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Excerpts from "Woody, Cisco and Me:
Seamen Three in the Merchant Marine"

Jim Longhi

From Page 8

Jim is at the National Maritime Union hall in New York City, ready to ship out in mid-1943. He knows several people who have died while in the Merchant Marine, and is feeling a little perplexed. As he is looking around to find Cisco, with whom he has agreed to enlist, he hears music coming from inside the hiring hall. It is Woody singing The Sinking of the Reuben James.

I spotted Cisco in the center of the crowd, his tall blondness towering above the men around him. He must've been sitting down when I had looked for him.

"Cisco!" I shouted. He waved to me. I pushed my way to him, and we embraced. I was proud of him for not allowing his Anglo-Saxon inhibitions to stand in the way of my Italian-American exuberance.

"I'm sure glad to see you." He patted my back.

"Why?" I held him at arm's length. "Did you have any doubts about my coming?"

"No -- not really." His deep-blue eyes searched my face. "Did you?"

"No -- not really."


Cisco didn't talk much, but when he did, you listened to every word of his gentle western drawl. He was twenty-five -- two years younger than I, yet he seemed older and wiser. He had stopped his schooling after high school, but like his hero, Jack London, he educated himself while he crisscrossed the country as a cowboy, fruit picker, union organizer, Hollywood extra, and guitar-playing singer in bars and union halls. He had the richest, sweetest, lonesomest voice I'd ever heard. With his talent and his rangy matinee-idol looks, he might've gone far if he had stayed in Hollywood. And he could've stayed; the Army had rejected him because of his eyes. When I met him, he had already made a couple of trips in the Merchant Marine. Although Cisco's patriotic example made me uneasy -- especially in front of my girl, Gabrielle -- I liked to be with him. We had met the week before at a party given by his girl, Bina Rosenbaum, and I was pleased when, after knowing me for so short a time, he had asked me to ship out with him.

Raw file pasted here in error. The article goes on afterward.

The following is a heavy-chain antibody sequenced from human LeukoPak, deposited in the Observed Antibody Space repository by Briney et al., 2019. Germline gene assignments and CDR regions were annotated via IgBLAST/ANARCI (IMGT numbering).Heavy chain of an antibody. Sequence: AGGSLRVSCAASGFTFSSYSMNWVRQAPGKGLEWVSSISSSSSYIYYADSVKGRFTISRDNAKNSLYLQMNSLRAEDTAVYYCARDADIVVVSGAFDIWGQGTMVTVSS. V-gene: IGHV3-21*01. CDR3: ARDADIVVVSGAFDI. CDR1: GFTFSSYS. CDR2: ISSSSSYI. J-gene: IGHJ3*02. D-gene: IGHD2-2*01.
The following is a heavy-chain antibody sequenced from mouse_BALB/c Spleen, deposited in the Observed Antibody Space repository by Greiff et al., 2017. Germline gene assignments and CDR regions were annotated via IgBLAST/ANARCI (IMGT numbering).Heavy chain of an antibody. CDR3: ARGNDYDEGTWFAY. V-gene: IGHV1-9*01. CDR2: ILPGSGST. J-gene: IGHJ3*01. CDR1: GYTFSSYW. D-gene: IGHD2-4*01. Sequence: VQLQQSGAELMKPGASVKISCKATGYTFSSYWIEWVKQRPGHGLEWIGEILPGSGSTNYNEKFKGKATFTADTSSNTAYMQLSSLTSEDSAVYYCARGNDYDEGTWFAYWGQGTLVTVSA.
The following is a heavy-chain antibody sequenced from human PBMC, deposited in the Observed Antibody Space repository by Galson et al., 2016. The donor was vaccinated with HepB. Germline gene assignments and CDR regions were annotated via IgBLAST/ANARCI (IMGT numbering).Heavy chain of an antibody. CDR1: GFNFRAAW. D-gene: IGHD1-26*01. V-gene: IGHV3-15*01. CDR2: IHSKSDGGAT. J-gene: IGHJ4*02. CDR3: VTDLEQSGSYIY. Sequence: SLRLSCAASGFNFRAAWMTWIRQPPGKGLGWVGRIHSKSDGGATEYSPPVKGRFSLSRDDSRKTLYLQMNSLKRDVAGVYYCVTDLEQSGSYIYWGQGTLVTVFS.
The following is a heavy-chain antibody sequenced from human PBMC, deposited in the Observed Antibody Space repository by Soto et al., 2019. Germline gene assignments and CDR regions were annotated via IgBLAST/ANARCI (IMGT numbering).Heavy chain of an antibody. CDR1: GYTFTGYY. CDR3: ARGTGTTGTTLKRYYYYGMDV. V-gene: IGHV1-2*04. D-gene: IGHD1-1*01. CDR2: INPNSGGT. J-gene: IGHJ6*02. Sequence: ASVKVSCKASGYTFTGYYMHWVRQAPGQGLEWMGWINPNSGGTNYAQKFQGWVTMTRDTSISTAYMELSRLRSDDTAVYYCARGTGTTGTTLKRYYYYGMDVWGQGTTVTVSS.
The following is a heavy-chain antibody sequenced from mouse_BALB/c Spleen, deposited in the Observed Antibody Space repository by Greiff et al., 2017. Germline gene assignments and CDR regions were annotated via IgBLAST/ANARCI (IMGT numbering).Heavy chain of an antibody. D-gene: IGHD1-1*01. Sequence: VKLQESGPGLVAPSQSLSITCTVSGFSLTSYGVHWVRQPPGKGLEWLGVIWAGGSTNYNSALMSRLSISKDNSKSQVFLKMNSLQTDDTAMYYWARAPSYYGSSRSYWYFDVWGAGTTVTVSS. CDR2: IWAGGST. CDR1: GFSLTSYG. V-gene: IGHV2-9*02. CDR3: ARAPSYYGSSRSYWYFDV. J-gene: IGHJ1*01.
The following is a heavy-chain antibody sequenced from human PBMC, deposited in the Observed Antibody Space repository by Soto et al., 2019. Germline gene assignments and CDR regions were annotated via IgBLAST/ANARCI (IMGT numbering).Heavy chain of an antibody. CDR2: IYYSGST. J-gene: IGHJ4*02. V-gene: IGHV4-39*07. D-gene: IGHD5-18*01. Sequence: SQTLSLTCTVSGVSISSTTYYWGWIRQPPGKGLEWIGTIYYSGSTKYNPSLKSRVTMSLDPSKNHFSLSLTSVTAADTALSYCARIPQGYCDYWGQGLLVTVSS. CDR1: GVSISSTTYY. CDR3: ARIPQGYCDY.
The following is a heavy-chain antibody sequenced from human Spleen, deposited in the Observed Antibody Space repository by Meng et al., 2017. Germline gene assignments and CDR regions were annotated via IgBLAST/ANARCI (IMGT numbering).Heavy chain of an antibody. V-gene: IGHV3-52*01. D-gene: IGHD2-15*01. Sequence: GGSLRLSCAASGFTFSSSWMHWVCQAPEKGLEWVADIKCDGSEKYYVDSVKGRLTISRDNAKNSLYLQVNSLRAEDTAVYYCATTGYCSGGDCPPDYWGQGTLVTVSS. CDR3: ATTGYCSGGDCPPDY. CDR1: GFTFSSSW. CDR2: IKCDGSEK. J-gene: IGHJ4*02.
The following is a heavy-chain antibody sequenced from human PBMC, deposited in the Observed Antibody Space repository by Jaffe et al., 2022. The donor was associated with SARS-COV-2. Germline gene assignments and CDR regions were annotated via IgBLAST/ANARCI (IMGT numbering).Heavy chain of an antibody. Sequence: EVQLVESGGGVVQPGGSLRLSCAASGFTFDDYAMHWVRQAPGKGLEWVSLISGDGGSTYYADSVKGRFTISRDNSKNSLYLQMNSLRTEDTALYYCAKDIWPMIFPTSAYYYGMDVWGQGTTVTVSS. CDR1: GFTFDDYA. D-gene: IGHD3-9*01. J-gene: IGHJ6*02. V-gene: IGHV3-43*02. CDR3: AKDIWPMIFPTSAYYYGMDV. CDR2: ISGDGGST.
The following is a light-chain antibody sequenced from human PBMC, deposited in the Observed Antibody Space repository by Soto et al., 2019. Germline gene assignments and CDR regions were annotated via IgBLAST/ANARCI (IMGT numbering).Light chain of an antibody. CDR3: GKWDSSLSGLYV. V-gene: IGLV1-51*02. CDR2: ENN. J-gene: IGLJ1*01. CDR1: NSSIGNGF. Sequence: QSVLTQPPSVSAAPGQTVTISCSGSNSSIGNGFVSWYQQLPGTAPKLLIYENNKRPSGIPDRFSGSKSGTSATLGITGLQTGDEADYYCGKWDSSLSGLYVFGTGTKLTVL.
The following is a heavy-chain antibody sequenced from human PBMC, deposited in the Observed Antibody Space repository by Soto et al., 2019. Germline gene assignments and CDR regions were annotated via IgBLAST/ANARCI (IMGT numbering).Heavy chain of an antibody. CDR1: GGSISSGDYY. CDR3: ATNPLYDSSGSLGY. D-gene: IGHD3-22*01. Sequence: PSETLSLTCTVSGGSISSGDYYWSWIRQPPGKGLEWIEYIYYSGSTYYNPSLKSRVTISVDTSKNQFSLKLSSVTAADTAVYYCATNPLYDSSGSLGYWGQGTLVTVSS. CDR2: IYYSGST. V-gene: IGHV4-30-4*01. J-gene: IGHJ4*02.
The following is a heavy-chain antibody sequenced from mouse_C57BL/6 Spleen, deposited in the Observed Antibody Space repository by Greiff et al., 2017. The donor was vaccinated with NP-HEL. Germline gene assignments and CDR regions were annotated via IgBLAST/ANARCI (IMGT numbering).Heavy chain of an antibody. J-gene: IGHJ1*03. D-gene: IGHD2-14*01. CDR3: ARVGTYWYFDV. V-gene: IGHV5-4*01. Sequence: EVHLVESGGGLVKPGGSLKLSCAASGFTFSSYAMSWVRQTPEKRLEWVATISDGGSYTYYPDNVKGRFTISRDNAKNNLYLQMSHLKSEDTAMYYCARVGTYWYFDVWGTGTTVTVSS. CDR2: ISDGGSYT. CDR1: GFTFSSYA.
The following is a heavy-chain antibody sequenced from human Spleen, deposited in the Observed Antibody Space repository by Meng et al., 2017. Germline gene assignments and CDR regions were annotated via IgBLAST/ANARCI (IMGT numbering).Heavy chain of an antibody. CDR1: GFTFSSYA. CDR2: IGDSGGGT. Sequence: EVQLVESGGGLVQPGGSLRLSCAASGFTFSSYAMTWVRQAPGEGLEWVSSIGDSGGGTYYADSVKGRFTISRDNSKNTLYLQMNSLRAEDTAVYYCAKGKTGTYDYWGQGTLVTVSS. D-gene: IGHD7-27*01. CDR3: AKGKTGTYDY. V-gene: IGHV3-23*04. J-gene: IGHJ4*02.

"Tell me, what were their names, tell me what were their names," the loudspeaker continued playing.

"It's going to be a good trip." Cisco pointed to the loudspeaker. "Woody Guthrie's coming too."

"Woody Guthrie?"

"We're buddies. He's meeting us here."

"Why didn't you tell me you knew him?"

"You never asked me."

What interesting coincidences -- the Book of the Dead, the lyrics of "The Reuben James" and now Woody Guthrie himself about to join us.

Everybody in the world knew Woody Guthrie. He was a folk hero, part of the Great Depression -- the Dust Bowl, Steinbeck's Grapes of Wrath, Woody songs. I saw him once at a Madison Square Garden rally for the unemployed. He sang his song "This Land is Your Land," and twenty thousand people stood up to sing it with him as though it were the national anthem.

"Geez, I hope he likes me." I said to Cisco.

"Don't worry, he will. Otherwise I wouldn't have asked you to come. Shipping out is a little like getting married!"

"I'm beginning to feel like I'm on a blind date."

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